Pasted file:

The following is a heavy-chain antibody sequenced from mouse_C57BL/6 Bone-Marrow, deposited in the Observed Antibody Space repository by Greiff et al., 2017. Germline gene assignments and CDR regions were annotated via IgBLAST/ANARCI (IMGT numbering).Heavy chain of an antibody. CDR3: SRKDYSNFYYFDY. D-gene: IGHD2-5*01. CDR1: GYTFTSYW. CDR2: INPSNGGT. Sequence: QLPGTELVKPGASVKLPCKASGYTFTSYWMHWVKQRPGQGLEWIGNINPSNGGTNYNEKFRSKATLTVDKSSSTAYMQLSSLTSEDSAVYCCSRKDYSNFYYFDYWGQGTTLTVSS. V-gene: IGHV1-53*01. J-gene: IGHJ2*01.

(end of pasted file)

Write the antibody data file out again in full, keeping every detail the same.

The following is a heavy-chain antibody sequenced from mouse_C57BL/6 Bone-Marrow, deposited in the Observed Antibody Space repository by Greiff et al., 2017. Germline gene assignments and CDR regions were annotated via IgBLAST/ANARCI (IMGT numbering).Heavy chain of an antibody. CDR3: SRKDYSNFYYFDY. D-gene: IGHD2-5*01. CDR1: GYTFTSYW. CDR2: INPSNGGT. Sequence: QLPGTELVKPGASVKLPCKASGYTFTSYWMHWVKQRPGQGLEWIGNINPSNGGTNYNEKFRSKATLTVDKSSSTAYMQLSSLTSEDSAVYCCSRKDYSNFYYFDYWGQGTTLTVSS. V-gene: IGHV1-53*01. J-gene: IGHJ2*01.